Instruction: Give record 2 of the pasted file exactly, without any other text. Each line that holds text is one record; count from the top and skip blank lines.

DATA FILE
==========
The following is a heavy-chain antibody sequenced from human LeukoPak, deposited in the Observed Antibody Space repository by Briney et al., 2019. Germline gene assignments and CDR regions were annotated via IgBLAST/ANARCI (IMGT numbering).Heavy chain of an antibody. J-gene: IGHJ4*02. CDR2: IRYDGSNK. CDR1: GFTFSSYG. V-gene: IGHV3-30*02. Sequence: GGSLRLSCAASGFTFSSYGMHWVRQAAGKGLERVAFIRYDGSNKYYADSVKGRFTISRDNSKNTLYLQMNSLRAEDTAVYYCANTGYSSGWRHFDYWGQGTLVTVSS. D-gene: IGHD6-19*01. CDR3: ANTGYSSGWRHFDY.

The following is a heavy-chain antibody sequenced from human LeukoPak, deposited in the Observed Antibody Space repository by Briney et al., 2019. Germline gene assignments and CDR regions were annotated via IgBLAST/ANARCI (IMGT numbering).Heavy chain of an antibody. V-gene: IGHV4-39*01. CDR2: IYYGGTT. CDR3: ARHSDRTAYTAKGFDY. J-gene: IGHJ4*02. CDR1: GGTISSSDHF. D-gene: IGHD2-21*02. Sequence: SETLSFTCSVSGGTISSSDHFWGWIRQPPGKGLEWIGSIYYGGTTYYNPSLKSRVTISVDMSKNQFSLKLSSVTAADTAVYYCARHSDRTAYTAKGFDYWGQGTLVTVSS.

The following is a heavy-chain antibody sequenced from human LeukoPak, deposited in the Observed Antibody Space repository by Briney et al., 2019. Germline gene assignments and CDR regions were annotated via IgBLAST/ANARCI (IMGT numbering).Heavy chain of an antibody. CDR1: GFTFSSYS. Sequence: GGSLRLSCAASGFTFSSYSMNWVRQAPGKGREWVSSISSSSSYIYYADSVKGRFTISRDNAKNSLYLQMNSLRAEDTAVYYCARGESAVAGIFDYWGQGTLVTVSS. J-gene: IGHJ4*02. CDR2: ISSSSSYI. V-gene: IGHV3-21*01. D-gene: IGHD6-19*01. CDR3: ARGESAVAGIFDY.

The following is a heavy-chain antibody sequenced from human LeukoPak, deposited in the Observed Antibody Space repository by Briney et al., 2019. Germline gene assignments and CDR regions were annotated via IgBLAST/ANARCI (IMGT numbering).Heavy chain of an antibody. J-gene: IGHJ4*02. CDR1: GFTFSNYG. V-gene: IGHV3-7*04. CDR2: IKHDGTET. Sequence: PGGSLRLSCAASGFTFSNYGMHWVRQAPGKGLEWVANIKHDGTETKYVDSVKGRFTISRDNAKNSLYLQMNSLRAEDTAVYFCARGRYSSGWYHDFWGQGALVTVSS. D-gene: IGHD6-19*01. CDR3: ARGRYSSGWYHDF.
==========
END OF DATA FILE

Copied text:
The following is a heavy-chain antibody sequenced from human LeukoPak, deposited in the Observed Antibody Space repository by Briney et al., 2019. Germline gene assignments and CDR regions were annotated via IgBLAST/ANARCI (IMGT numbering).Heavy chain of an antibody. V-gene: IGHV4-39*01. CDR2: IYYGGTT. CDR3: ARHSDRTAYTAKGFDY. J-gene: IGHJ4*02. CDR1: GGTISSSDHF. D-gene: IGHD2-21*02. Sequence: SETLSFTCSVSGGTISSSDHFWGWIRQPPGKGLEWIGSIYYGGTTYYNPSLKSRVTISVDMSKNQFSLKLSSVTAADTAVYYCARHSDRTAYTAKGFDYWGQGTLVTVSS.